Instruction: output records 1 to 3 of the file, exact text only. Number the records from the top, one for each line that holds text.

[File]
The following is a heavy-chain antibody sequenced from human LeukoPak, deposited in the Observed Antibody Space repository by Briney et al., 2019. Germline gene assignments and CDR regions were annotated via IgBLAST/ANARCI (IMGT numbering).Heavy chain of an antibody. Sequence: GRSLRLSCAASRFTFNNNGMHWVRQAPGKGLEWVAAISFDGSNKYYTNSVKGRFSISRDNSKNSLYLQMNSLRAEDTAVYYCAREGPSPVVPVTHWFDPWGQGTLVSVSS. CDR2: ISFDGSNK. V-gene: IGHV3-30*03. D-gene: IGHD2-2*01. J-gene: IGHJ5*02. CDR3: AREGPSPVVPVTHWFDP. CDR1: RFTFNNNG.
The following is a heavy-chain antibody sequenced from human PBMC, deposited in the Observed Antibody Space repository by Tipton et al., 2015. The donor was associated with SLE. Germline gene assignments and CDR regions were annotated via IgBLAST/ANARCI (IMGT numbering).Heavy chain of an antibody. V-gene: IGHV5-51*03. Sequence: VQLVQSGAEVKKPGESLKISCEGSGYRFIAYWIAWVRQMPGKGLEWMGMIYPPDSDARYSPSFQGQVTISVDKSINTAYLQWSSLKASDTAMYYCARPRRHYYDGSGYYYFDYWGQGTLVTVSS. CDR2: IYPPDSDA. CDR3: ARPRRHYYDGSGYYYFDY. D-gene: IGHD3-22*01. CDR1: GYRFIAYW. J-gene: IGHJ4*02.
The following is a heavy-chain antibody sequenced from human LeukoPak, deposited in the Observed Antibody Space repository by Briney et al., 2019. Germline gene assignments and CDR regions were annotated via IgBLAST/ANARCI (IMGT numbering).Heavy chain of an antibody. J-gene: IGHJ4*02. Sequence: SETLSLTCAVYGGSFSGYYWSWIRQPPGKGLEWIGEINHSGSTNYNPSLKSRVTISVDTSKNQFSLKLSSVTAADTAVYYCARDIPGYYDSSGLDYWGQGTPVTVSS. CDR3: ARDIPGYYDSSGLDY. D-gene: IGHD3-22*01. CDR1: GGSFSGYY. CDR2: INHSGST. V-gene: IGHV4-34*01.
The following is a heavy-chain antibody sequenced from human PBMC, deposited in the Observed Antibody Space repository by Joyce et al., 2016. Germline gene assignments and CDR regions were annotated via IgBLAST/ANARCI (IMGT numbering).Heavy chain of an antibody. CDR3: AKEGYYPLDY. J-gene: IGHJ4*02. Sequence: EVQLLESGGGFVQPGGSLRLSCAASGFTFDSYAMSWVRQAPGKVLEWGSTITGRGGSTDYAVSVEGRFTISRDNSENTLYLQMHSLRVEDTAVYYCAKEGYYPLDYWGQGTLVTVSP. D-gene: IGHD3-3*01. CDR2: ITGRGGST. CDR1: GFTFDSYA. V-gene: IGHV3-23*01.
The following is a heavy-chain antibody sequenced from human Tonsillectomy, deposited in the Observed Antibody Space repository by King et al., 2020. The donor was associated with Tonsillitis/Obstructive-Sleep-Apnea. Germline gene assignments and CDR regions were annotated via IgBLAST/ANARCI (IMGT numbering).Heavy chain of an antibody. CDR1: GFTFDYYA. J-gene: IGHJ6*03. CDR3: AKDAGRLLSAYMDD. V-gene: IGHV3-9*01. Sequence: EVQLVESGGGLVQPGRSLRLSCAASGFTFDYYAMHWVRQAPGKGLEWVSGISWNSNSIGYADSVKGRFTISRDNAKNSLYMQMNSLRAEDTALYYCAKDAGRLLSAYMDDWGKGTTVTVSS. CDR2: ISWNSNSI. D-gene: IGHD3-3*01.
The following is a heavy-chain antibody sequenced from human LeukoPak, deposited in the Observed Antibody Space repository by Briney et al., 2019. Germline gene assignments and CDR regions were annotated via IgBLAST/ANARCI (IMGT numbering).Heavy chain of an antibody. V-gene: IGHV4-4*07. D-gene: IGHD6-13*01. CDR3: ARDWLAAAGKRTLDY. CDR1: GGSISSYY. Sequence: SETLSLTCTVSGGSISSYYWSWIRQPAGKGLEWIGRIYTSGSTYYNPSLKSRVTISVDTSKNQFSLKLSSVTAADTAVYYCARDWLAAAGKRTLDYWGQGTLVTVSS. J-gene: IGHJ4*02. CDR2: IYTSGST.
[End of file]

The following is a heavy-chain antibody sequenced from human LeukoPak, deposited in the Observed Antibody Space repository by Briney et al., 2019. Germline gene assignments and CDR regions were annotated via IgBLAST/ANARCI (IMGT numbering).Heavy chain of an antibody. Sequence: GRSLRLSCAASRFTFNNNGMHWVRQAPGKGLEWVAAISFDGSNKYYTNSVKGRFSISRDNSKNSLYLQMNSLRAEDTAVYYCAREGPSPVVPVTHWFDPWGQGTLVSVSS. CDR2: ISFDGSNK. V-gene: IGHV3-30*03. D-gene: IGHD2-2*01. J-gene: IGHJ5*02. CDR3: AREGPSPVVPVTHWFDP. CDR1: RFTFNNNG.
The following is a heavy-chain antibody sequenced from human PBMC, deposited in the Observed Antibody Space repository by Tipton et al., 2015. The donor was associated with SLE. Germline gene assignments and CDR regions were annotated via IgBLAST/ANARCI (IMGT numbering).Heavy chain of an antibody. V-gene: IGHV5-51*03. Sequence: VQLVQSGAEVKKPGESLKISCEGSGYRFIAYWIAWVRQMPGKGLEWMGMIYPPDSDARYSPSFQGQVTISVDKSINTAYLQWSSLKASDTAMYYCARPRRHYYDGSGYYYFDYWGQGTLVTVSS. CDR2: IYPPDSDA. CDR3: ARPRRHYYDGSGYYYFDY. D-gene: IGHD3-22*01. CDR1: GYRFIAYW. J-gene: IGHJ4*02.
The following is a heavy-chain antibody sequenced from human LeukoPak, deposited in the Observed Antibody Space repository by Briney et al., 2019. Germline gene assignments and CDR regions were annotated via IgBLAST/ANARCI (IMGT numbering).Heavy chain of an antibody. J-gene: IGHJ4*02. Sequence: SETLSLTCAVYGGSFSGYYWSWIRQPPGKGLEWIGEINHSGSTNYNPSLKSRVTISVDTSKNQFSLKLSSVTAADTAVYYCARDIPGYYDSSGLDYWGQGTPVTVSS. CDR3: ARDIPGYYDSSGLDY. D-gene: IGHD3-22*01. CDR1: GGSFSGYY. CDR2: INHSGST. V-gene: IGHV4-34*01.